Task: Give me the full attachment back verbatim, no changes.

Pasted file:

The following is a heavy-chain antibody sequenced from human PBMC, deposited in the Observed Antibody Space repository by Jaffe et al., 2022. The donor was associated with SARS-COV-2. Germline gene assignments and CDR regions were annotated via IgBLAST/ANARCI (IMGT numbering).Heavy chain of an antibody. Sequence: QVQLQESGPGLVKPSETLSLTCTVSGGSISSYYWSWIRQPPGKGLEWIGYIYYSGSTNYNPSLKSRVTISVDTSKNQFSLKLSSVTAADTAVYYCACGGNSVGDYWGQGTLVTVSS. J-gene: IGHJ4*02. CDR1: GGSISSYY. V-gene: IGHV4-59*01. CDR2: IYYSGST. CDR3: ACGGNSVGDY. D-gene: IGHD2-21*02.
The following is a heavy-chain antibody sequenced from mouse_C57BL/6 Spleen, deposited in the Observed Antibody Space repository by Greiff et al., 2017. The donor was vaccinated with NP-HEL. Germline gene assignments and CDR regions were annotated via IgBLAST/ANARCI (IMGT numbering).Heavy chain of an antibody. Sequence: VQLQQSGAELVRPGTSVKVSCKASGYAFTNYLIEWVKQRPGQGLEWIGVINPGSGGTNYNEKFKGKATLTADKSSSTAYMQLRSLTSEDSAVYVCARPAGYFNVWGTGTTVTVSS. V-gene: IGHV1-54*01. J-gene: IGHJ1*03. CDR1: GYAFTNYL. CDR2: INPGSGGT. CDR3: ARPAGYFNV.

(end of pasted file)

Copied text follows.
The following is a heavy-chain antibody sequenced from human PBMC, deposited in the Observed Antibody Space repository by Jaffe et al., 2022. The donor was associated with SARS-COV-2. Germline gene assignments and CDR regions were annotated via IgBLAST/ANARCI (IMGT numbering).Heavy chain of an antibody. Sequence: QVQLQESGPGLVKPSETLSLTCTVSGGSISSYYWSWIRQPPGKGLEWIGYIYYSGSTNYNPSLKSRVTISVDTSKNQFSLKLSSVTAADTAVYYCACGGNSVGDYWGQGTLVTVSS. J-gene: IGHJ4*02. CDR1: GGSISSYY. V-gene: IGHV4-59*01. CDR2: IYYSGST. CDR3: ACGGNSVGDY. D-gene: IGHD2-21*02.
The following is a heavy-chain antibody sequenced from mouse_C57BL/6 Spleen, deposited in the Observed Antibody Space repository by Greiff et al., 2017. The donor was vaccinated with NP-HEL. Germline gene assignments and CDR regions were annotated via IgBLAST/ANARCI (IMGT numbering).Heavy chain of an antibody. Sequence: VQLQQSGAELVRPGTSVKVSCKASGYAFTNYLIEWVKQRPGQGLEWIGVINPGSGGTNYNEKFKGKATLTADKSSSTAYMQLRSLTSEDSAVYVCARPAGYFNVWGTGTTVTVSS. V-gene: IGHV1-54*01. J-gene: IGHJ1*03. CDR1: GYAFTNYL. CDR2: INPGSGGT. CDR3: ARPAGYFNV.